It is cooler now. The last few days have been summer again with the temperatures reaching 102. Now it is cloudy with an almost chilly breeze. I love fall!
I've gotten a little writing done, but this week is busy. I don't start writing class after all. That will be next week. I certainly wish I was traveling with Priscilla De Silvosa. :) But, I'm much to busy to join her and Amy.
I hope you enjoy this next part of The Unexpected Request. Thanks for the book reviews those that sent them. You all did a great job especially considering that not one of you has read the end yet.:)
What do you think of this part?
But Carson protested, “Rohbar, that mud’s so deep ya’d sink up ta the hubs a the wheels ‘fore ya’d a gotten ta the main street. I reckon Sally can walk on the boardwalks ‘long the street an’ it ain’t goin’ ta hurt her any. If’n she’s afraid a the mud, she ain’t the daughter a my best friend.”
After a speech like that, Sally couldn’t have been paid to ride in a wagon. “It was very kind of you to offer, Mr. Rohbar, but I don’t mind walking. And,” she added with a smile for the missus, “a little mud never hurt any of my clothes. Good-bye!”
The trip back to the house took longer than any of them expected, for the mud was so thick and heavy that it pulled on their boots making walking in the street almost impossible. At last, however, the trip was ended, as all trips eventually do, and the trio were sheltered once again in the dry, cozy house near the edge of town.
Ty brought in wood and Carson started a blazing fire while Sally prepared to wash and mend the best of their clothes in preparation for the morrow. Without any trouble she had secured Carson’s approval to attend church in the morning with the Rohbars.
The afternoon and evening passed quickly by. As she was mending, Sally questioned her brother and Carson about what had happened during their visit to the sheriff. Though she was relieved that Mason, Poker, Shorty and Duffer were now in jail, she was horrified to find out why Ty had had to leave home so quickly. “Ty, when we get back home, we need to get a sheriff.”
“Reckon yer right.”
Sally sewed a few minutes in silence. “Ty,” she began again, “I can’t think of anyone who would make a good sheriff. They’re either too old or too busy or something. You could be the sheriff.”
Ty snorted and looked disgusted while Carson grinned.
“What?” Sally asked, puzzled.
Seeing that Ty didn’t intend to answer her, Carson did. “It’s jest that Ty’s been asked by the sheriff here ta stay an’ be his deputy.”
“You would make a real good one, Ty,” Sally said slowly.
“I ain’t gonna be no deputy,” he retorted. “I’ve got other things ta do an’ I ain’t stayin’ ‘round this here town.”
“Of course we aren’t staying,” soothed Sally. “We aren’t going to really stay anywhere until we find . . . her.” It always felt a bit awkward talking about the missing Eleanor Elliot.
Hardly any more talk was had that evening, and in silence, the trio prepared for the next day.
The sun was shining and the mud on the streets was not as impassible as it had been, when Carson, Ty and Sally set off for the little church. Several birds were singing brightly up in the clear sky on that quiet morning. Sighing a contented sigh, Sally tucked her hand through her brother’s arm, and, when he glanced down at her, she smiled up at him, though there were tears in her eyes as she whispered, “It’s been so long.”
It was a very quiet afternoon which the trio spent back at their temporary home following the church service. Sally wrote a letter to the Fields. It was only the third letter she had written in her life and it took her most of the afternoon as well as part of the evening.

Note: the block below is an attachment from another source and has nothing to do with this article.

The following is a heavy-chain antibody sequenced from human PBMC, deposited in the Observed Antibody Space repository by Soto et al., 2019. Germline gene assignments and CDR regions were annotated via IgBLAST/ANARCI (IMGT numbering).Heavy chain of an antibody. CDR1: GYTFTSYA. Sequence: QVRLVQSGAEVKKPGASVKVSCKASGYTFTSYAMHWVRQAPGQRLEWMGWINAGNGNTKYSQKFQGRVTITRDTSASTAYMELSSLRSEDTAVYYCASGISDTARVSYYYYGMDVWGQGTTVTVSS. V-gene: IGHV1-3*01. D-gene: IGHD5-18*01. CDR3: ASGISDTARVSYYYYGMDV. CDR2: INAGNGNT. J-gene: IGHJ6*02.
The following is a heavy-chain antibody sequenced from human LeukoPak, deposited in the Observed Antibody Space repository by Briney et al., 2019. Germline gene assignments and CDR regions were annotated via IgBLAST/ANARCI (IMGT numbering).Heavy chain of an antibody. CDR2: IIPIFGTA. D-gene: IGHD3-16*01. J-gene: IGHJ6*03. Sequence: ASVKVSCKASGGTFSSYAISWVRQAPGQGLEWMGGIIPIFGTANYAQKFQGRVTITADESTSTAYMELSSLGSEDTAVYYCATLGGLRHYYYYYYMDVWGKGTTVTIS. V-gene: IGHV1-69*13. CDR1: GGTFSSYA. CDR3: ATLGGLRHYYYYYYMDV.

After supper, Carson and Ty sat before the fire, Carson checking over the bridles for their horses and Ty busy with knife and wood, whittling while Sally labored over her letter at the table.
“Ty,” Carson began, “if’n we leave tomorrow, where ya thinkin’ a headin’?”
“Ain’t sure. Jest on.”
“Ya know winter’s comin’. It ain’t here now, but I reckon that cold rain yesterday wouldn’t a been so nice out in the open. What ya think a goin’ from town ta town, least ways till we get us a clue a some kind. Lest a course ya was wantin’ ta change yer mind ‘bout that deputy notion the sheriff’s got.” He grinned as Ty glowered and snorted.
Silence descended for a time with only the soft crackling of the fire, the scratching of Sally’s pencil across the paper, a soft brushing sound from Ty’s knife and a gentle jingle now and then from the bridles. Outside the shouts and music from the saloons disturbed the Sunday evening hush which was seeking to settle over the town, lulling the townsfolk into slumber, preparing them for the week of work ahead.
Sally laid down her pen at last. “I wrote a letter; I don’t know if it is the proper way to write one or not. But Ty, I did want to tell them where we are heading next,” she added the last wistfully.
“What about headin’ fer Thorn Holler? Rohbar said it’s ‘bout a five day trek if’n we’re goin’ slow.”
Ty paused in his whittling. “What direction’s it in?”
“Well, I reckon jest ‘bout any place’d do, seein’ we ain’t got anythin’ ta go on. I sometimes think we were closer ta findin’ her back at Fort Laramie.”
“We will find her, Ty,” Sally protested. “It hasn’t even been a year. We can’t give up now.”
“I ain’t givin’ up, Sally. I’ll find her even if I have ta go over this here United States on foot!”
Leaning back in his chair, Carson crossed his feet and drawled, “Well, I’m a hopin’ we ain’t goin’ ta have ta do much walkin’ I ain’t use ta it.”
Sally couldn’t keep from smiling at Carson’s attempt to cheer Ty, and then with great care wrote:
“Ty and Carson said we are going to Thorn Hollow next. It is a five day trip if we go slow. I will try to write from there. Sally.”
After fastening the locks Carson had discovered on the doors, the trio turned in for the night.
Comments? I love comments.:)